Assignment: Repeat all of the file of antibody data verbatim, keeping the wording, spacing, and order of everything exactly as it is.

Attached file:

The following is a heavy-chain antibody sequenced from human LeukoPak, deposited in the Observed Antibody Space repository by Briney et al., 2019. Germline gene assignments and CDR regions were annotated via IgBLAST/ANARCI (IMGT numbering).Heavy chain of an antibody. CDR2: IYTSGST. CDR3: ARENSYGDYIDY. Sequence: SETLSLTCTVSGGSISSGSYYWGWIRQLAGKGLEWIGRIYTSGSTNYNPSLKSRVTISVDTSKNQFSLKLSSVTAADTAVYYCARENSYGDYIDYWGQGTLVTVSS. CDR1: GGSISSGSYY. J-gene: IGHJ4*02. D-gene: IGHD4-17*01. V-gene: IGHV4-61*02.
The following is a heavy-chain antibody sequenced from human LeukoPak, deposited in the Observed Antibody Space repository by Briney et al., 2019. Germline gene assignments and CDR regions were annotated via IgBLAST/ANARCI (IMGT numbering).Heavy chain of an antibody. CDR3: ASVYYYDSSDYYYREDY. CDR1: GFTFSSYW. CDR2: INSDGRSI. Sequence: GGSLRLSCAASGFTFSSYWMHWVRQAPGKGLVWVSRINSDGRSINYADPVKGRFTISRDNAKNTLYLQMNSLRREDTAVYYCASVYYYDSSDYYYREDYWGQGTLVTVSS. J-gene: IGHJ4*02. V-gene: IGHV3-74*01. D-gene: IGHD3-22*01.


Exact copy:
The following is a heavy-chain antibody sequenced from human LeukoPak, deposited in the Observed Antibody Space repository by Briney et al., 2019. Germline gene assignments and CDR regions were annotated via IgBLAST/ANARCI (IMGT numbering).Heavy chain of an antibody. CDR2: IYTSGST. CDR3: ARENSYGDYIDY. Sequence: SETLSLTCTVSGGSISSGSYYWGWIRQLAGKGLEWIGRIYTSGSTNYNPSLKSRVTISVDTSKNQFSLKLSSVTAADTAVYYCARENSYGDYIDYWGQGTLVTVSS. CDR1: GGSISSGSYY. J-gene: IGHJ4*02. D-gene: IGHD4-17*01. V-gene: IGHV4-61*02.
The following is a heavy-chain antibody sequenced from human LeukoPak, deposited in the Observed Antibody Space repository by Briney et al., 2019. Germline gene assignments and CDR regions were annotated via IgBLAST/ANARCI (IMGT numbering).Heavy chain of an antibody. CDR3: ASVYYYDSSDYYYREDY. CDR1: GFTFSSYW. CDR2: INSDGRSI. Sequence: GGSLRLSCAASGFTFSSYWMHWVRQAPGKGLVWVSRINSDGRSINYADPVKGRFTISRDNAKNTLYLQMNSLRREDTAVYYCASVYYYDSSDYYYREDYWGQGTLVTVSS. J-gene: IGHJ4*02. V-gene: IGHV3-74*01. D-gene: IGHD3-22*01.